In the instant case, plaintiffs propose in their complaint to represent the class of "persons who are now, or will in the future be prosecuted on criminal charges in Durham County." Plaintiffs' motion for class certification was not ruled upon prior to the trial court's dismissal of this action. At this stage, we accept these allegations as true. See Crow v. Citicorp Acceptance Co., 319 N.C. 274, 354 S.E.2d 459 (1987). Accordingly, while it is uncertain whether plaintiffs will be able to prove to the trial court that class certification is proper in this case, for purposes of our review we will assume that plaintiffs will be allowed to maintain this action as a class action.

Assuming that the district attorney is correct in asserting that plaintiff Zegler's claims are moot, we believe that this case belongs "to that narrow class of cases in which the termination of a class representative's claim does not moot the claims of the unnamed members of the class." Gerstein v. Pugh, 420 U.S. 103, 110 n. 11, 95 S. Ct. 854, 861 n. 11, 43 L. Ed. 2d 54, 63 n. 11 (1974) (class action challenging pretrial detention absent a judicial determination of probable cause allowed to continue despite the fact that the named class representatives were convicted and their pretrial detention ended prior to arguments in the Supreme Court). As the Gerstein Court recognized regarding pretrial detention, the named plaintiffs' exposure to the district attorney's calendaring authority is "by nature temporary, and it is most unlikely that any given individual could have his constitutional claim decided ... before he is either released or convicted." Id. This is especially true in a case such as this where the district attorney, the defendant in this action, holds the power to dismiss plaintiffs' criminal prosecutions or speed them to trial prior to the resolution of plaintiffs' civil challenge.

Furthermore, accepting plaintiffs' allegations as true, "it is certain that other persons similarly situated will be detained under the allegedly unconstitutional procedure." Id. The claim, in short, is one that is distinctly "capable of repetition, yet evading review." Id. Accordingly, should this action be certified as a class action by the trial court, plaintiff Zegler may continue to represent the interests of the class of similarly situated criminal defendants alleged in plaintiffs' complaint.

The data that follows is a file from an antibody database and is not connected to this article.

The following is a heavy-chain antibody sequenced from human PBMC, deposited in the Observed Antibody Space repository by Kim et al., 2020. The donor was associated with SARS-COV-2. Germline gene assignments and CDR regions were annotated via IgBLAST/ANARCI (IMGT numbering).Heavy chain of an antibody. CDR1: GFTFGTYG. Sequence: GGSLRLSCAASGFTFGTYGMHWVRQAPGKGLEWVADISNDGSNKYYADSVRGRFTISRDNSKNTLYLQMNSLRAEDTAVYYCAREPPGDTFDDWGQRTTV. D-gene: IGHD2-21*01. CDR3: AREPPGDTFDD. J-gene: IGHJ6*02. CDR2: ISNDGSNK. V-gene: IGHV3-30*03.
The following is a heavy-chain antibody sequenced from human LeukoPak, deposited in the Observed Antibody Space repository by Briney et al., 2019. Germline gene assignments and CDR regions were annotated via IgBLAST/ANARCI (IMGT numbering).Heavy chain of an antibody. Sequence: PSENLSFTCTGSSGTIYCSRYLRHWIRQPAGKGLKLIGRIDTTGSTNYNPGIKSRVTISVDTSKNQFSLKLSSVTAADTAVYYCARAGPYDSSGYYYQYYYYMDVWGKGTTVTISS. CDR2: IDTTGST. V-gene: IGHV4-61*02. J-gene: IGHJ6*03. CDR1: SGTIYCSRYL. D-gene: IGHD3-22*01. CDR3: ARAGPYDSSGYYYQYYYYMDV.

Plaintiffs next contend that the trial court erred in dismissing their complaint for failure to state a claim upon which relief may be granted and concluding:

The District Attorney is a constitutional officer and his duties are set forth in the Constitution and the statutes. Any change of the District Attorney's scope of authority, duties or procedure followed in handling criminal cases must be made by the General Assembly or by amendment to the N.C. Constitution and is not within the inherent authority of the Court to do so.

Plaintiffs contend that their allegations state a claim that the statutes authorizing the district attorney calendaring violate the North Carolina and United States Constitutions, both as written and as applied in the Fourteenth Prosecutorial District.

While the district attorney moved to dismiss under Rule 12(b)(6) and the trial *868 court purported to grant this motion, we believe that the trial court's ruling is more appropriately viewed as a grant of summary judgment for the district attorney because matters outside the pleadings were presented to and not excluded by the trial court. N.C.R.Civ.P. 12(b); DeArmon v. B. Mears Corp., 312 N.C. 749, 325 S.E.2d 223 (1985).

Summary judgment is appropriately granted only where there is no genuine issue as to any material fact, and the movant is entitled to judgment as a matter of law. Branch Banking & Trust Co. v. Creasy, 301 N.C. 44, 269 S.E.2d 117 (1980). After examining the challenged statutes in light of the powers explicitly granted the district attorney in the Constitution and by the General Assembly as authorized in the Constitution, we conclude that the challenged statutes are constitutional on their face. However, we believe that plaintiffs' amended complaint raises a genuine issue of material fact as to whether the statutes are being applied in an unconstitutional manner in the Fourteenth Prosecutorial District.